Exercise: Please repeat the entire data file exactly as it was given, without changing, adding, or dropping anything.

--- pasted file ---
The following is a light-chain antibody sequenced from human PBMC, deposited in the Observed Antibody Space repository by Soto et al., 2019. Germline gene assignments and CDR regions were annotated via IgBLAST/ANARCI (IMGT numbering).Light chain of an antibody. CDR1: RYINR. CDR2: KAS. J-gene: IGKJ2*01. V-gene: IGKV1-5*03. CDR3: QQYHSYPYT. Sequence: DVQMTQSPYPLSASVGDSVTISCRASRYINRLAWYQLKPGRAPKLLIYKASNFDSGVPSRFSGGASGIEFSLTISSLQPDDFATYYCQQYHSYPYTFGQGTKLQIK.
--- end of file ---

The following is a light-chain antibody sequenced from human PBMC, deposited in the Observed Antibody Space repository by Soto et al., 2019. Germline gene assignments and CDR regions were annotated via IgBLAST/ANARCI (IMGT numbering).Light chain of an antibody. CDR1: RYINR. CDR2: KAS. J-gene: IGKJ2*01. V-gene: IGKV1-5*03. CDR3: QQYHSYPYT. Sequence: DVQMTQSPYPLSASVGDSVTISCRASRYINRLAWYQLKPGRAPKLLIYKASNFDSGVPSRFSGGASGIEFSLTISSLQPDDFATYYCQQYHSYPYTFGQGTKLQIK.